U.S. judge strikes down seven patents on human genes that were “owned” by corporations

(NaturalNews) In astonishing news, a U.S. judge has struck down seven patents on human genes that were “owned” by corporations. This news is sending shockwaves through the biotech industry, which claims it currently owns 20% of your human genetic code!

As NaturalNews readers already know, corporations and universities right now claim intellectual property ownership over roughly twenty percent of your genetic code. This absurdity has occurred due to bizarre operations of the U.S. Patent and Trademark Office which has handed corporations intellectual property monopolies over everything ranging from human genes to animals and seeds. Monsanto’s “ownership” of genetically modified seed crops, for example, was only made possible by the patent office’s willingness to grant the corporation intellectual property ownership over seeds.

I have long argued that granting patents on seeds, genes and medicines is a violation of natural law. In 2007, for example, I wrote an article entitled ” Corporate Greed, Intellectual Property Laws and the Destruction of Human Civilization” (http://www.naturalnews.com/022096.html) in which I argued that the granting of such patents is a threat to not just human freedom but also the future of life on earth.

What happens when corporations, for example, wish to start collecting royalties on the human genes that you are copying when you reproduce by having children? The mere act of conceiving a child makes you a patent law violator… a criminal engaged in genetic piracy under U.S. law. This may sound patently absurd, if you’ll excuse the expression, but it is precisely what has been held as true under current U.S. patent law.

You can’t patent things created by Mother Nature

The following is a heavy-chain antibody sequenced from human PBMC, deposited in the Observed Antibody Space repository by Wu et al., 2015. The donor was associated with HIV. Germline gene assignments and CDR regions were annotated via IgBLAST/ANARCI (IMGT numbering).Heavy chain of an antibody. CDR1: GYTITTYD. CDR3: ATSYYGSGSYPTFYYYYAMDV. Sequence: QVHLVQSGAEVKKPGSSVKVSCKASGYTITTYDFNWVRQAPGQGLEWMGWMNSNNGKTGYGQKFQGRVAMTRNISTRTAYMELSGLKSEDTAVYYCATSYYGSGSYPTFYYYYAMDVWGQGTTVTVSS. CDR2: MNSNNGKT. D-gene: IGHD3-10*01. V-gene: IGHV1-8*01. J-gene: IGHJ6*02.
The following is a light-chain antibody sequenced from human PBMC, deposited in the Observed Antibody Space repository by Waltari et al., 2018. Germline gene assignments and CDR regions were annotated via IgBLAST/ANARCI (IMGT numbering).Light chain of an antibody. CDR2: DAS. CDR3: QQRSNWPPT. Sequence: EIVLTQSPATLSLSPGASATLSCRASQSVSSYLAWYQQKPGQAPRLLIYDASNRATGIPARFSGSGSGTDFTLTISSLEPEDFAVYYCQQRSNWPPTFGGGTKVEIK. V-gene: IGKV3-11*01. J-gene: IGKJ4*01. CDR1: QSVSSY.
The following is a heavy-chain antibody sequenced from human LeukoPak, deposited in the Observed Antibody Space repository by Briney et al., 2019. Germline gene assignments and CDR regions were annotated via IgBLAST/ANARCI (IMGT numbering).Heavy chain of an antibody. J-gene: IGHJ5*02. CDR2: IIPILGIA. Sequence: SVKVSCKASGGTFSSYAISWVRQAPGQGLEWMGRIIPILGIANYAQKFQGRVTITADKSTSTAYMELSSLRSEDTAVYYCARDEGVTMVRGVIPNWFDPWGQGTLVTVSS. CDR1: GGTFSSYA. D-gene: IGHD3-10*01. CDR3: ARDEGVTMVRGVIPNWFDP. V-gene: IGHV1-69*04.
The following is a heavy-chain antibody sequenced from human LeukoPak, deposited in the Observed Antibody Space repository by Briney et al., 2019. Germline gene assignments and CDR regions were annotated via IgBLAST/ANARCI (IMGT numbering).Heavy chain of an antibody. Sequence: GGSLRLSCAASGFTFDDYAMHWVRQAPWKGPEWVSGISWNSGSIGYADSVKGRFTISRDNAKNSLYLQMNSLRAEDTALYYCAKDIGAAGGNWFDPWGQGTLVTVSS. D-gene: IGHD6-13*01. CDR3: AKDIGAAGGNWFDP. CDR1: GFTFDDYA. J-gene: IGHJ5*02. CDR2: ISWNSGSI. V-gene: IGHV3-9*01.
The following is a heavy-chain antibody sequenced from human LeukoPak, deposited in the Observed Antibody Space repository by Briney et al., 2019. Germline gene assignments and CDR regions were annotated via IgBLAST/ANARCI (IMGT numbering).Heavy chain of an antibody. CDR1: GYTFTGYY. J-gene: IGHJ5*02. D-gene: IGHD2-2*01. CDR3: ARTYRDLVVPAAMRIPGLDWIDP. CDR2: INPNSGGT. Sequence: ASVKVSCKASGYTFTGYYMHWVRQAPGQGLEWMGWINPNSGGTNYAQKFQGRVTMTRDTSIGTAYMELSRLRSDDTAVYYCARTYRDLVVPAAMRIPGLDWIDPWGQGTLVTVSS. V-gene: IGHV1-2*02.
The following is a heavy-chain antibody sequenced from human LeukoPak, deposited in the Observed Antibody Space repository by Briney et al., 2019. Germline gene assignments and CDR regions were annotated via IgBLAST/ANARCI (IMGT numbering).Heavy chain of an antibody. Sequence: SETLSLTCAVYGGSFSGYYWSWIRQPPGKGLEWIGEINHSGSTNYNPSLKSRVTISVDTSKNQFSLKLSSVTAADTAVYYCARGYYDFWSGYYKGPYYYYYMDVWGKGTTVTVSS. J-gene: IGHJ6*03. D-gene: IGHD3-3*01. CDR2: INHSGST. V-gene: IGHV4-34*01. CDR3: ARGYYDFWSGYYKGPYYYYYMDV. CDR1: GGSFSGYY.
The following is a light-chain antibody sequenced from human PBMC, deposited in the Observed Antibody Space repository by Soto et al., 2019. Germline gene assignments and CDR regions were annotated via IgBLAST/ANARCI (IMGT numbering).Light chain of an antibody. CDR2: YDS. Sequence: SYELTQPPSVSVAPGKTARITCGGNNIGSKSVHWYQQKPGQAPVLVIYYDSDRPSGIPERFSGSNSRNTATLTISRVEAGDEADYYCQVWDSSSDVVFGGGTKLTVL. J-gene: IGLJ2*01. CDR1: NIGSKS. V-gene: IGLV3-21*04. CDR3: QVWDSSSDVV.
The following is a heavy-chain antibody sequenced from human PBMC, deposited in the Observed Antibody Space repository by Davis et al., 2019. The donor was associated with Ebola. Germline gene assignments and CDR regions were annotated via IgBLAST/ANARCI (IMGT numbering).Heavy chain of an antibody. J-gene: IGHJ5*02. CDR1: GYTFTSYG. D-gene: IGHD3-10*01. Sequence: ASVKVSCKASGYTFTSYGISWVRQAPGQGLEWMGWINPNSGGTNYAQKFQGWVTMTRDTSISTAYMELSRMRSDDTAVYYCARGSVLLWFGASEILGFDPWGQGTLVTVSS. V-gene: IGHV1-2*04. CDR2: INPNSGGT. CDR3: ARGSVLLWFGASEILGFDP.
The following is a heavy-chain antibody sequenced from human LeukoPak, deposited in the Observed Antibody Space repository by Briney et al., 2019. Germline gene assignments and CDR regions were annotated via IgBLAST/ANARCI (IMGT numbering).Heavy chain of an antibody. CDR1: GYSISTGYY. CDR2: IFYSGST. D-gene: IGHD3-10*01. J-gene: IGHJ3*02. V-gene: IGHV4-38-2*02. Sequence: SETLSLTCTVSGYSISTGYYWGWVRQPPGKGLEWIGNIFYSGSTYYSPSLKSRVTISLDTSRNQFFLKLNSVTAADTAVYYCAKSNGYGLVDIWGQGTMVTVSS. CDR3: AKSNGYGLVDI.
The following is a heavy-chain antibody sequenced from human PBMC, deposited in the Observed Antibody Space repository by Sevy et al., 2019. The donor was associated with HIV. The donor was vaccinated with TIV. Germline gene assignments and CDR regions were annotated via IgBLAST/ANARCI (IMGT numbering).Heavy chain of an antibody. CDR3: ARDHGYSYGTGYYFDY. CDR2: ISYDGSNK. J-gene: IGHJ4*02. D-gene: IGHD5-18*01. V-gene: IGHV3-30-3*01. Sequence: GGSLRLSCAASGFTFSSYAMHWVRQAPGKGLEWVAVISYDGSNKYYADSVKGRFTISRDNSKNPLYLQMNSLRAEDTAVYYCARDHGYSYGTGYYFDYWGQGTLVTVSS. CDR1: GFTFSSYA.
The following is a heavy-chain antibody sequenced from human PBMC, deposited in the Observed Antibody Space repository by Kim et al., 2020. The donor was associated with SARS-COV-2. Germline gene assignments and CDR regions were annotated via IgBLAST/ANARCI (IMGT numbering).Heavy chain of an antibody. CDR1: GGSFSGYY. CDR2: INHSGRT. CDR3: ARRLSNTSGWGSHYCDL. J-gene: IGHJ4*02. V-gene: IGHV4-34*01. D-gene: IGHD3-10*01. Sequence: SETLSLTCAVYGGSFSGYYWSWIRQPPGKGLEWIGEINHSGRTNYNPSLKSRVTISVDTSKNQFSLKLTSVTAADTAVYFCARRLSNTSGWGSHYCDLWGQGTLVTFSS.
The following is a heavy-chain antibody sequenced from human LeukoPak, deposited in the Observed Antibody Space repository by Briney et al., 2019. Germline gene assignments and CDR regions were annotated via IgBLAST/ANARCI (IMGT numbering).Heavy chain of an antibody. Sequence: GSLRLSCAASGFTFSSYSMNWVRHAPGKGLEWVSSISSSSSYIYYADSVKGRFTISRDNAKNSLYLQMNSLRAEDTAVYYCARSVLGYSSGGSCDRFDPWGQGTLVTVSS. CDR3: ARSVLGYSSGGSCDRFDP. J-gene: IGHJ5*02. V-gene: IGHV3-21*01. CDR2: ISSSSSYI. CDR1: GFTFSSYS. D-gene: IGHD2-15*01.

Fortunately, things are beginning to shift. Earlier this week, a federal judge struck down patents on the BRCA1 and BRCA2 genes. These are the genes used by many doctors to attempt to predict breast cancer risk. Of course, the very idea that genes alone can determine your cancer risk is provably false, but that’s another story altogether. For the point of this story, just keep in mind that lots of women have their DNA tested for the presence of these BRCA genes in order to (they think) determine their breast cancer risk.

But one corporation called Myriad Genetics holds seven patents on these genes. Although the patents are shrouded in lawyer’s language, this company essentially claims to own these genes as if it had invented them! Furthermore, this company held that the mere act of testing for these genes was a violation of their patents.

Now, a more sensible person might instantly recognize that your genes existed long before Myriad Genetics came around. Depending on your frame of belief, your genes were either created by God or by Mother Nature, and to grant monopoly IP ownership over those genes to a corporations seems absurd beyond all reason.

But no: This corporation and its lawyers argued with a straight face that they alone effectively owned your BRCA genes and that no one could even test for the presence of those genes without paying them a royalty!

United States District Court Judge Robert W. Sweet disagreed with the patents in his 152-page decision (see NY Times PDF file at http://graphics8.nytimes.com/packag… ) which strikes down seven patents formerly belonging to Myriad Genetics. This victory was achieved, in part, by the American Civil Liberties Union which helped challenge the BRCA patents last year. The ACLU argued (quite correctly, in my view) that human genes are products of nature and should never be owned by Man.

As state in a NY Times article (source below), an ACLU lawyer explained it like this: “The human genome, like the structure of blood, air or water, was discovered, not created. There is an endless amount of information on genes that begs for further discovery, and gene patents put up unacceptable barriers to the free exchange of ideas.”

Striking back at biotech

If this decision stands, the resulting consequences could be hugely damaging to the biotech and pharmaceutical industries, both of which depend on government-granted monopolies (patents) to lock in their corporate profits. Biotech companies have been ramping up research on gene-based diseases for a decade or more, hoping to cash in on the genetic monopolies that would guarantee them profits for all sorts of human diseases that they could tie to “genetic disorders.”

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And did you know that so-called “genetic breakthroughs” are often completely bogus?

NIH researchers, meanwhile, are hiding their financial ties to drug companies:

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